October 30, 2012
Sandy "Plunges New York City Into Darkness"
Hurricane Sandy turned sharp left as (ultimately) predicted, and crossed the eastern coast of the United States last night rather earlier than anticipated earlier in the day. Advisory bulletins on "Post-tropical Cyclone Sandy" are now being issued by the HPC instead of the NHC. Their first one says that:
POST TROPICAL CYCLONE SANDY MOVING WESTWARD ACROSS SOUTHERN PENNSYLVANIA. MAXIMUM SUSTAINED WINDS 65 MPH. MINIMUM CENTRAL PRESSURE 960 MB.
GALE-FORCE WINDS WILL CONTINUE EARLY TODAY OVER PORTIONS OF THE MID-ATLANTIC STATES FROM VIRGINIA NORTHWARD THROUGH NEW ENGLAND. EVEN THOUGH WATER LEVELS ALONG THE COAST HAVE BEEN SUBSIDING THE COMBINATION OF STORM SURGE AND THE TIDE COULD STILL CAUSE NORMALLY DRY AREAS NEAR THE COAST TO BE FLOODED BY RISING WATERS, ESPECIALLY DURING THE NEXT HIGH TIDE CYCLE.
The NHC were predicting large storm surges yesterday evening, and they duly arrived. According to the BBC:
Sandy has swept into the US East Coast with hurricane-force winds, bringing flooding, cutting power and claiming at least 13 lives.
Sandy caused a record surge of seawater in New York City, flooding subway and road tunnels and plunging much of Lower Manhattan into darkness.
Here's a video from Associated Press showing "a transformer exploding in Lower Manhattan", amongst a number of other scenes revealing the damage Sandy has caused to the infrastructure of New York City:
More than 650,000 customers in New York City and Westchester County lost electrical power due to Hurricane Sandy. This is the largest storm-related outage in our history. The previous record was more than 200,000 customers affected by Hurricane Irene in 2011.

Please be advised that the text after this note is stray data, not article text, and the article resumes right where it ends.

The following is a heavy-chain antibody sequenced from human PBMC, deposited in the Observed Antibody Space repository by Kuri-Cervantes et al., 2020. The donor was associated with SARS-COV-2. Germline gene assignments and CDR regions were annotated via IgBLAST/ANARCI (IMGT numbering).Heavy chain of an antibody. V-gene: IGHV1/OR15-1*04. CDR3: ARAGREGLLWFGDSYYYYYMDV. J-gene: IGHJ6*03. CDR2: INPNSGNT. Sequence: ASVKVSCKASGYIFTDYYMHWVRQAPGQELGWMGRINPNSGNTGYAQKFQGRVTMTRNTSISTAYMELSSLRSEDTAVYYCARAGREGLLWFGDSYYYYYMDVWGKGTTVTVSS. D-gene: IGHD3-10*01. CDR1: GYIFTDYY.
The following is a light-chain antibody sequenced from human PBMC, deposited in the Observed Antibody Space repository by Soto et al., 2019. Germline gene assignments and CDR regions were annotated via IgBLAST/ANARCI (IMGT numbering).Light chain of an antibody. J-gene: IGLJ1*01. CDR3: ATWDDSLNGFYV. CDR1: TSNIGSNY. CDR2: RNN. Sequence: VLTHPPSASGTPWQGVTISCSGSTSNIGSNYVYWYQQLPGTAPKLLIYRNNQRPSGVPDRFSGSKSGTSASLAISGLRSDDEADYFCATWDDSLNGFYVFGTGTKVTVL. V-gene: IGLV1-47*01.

Challenges include, for example, more than 200 wires down on Staten Island. In Westchester County, more than 180 roads are closed. Restoring electrical service to underground equipment demands cleaning all components of sea water, drying and testing to make it safe to restore power.
Here's what ConEd's power outage map for New York looks like at the moment:
I hope you're not superstitious, since it's currently showing 666,000 "customers" without any electricity. Just next door in New Jersey the Public Service Electric and Gas Company issued a press release at midnight saying they were:
Reporting more than 1 million customers are without power due to the extreme wind and excessive flooding created by the storm surge, which affected a large number of substations in Essex, Hudson and Middlesex counties. PSE&G has taken these stations out of service until the water recedes, the equipment can be cleaned and dried, and the stations can be safely re-energized.
PSE&G will be ready to respond to outages as soon as the strong winds subside and it is safe to work in bucket trucks and other equipment. Flooding and downed trees also can make it hard for crews to get to damage locations. We work closely with towns and counties to clear roads so that we can respond.
PSE&G urges customers to prepare for the possibility of lengthy outages – perhaps seven days or more — due to the enormity of Hurricane Sandy.
A quick "straw poll" of the power outage maps of the larger electricity suppliers in the path of Sandy reveal that in total at least 6 million "customers" are without electric power at the moment. We'll keep you posted on how that number changes over the coming days and weeks.
Do you recall that last year Hurricane Irene also left many millions without power in the same area, albeit slightly earlier in the year? The next obvious question to ask is:
Do these things come in threes?
Filed under Disasters by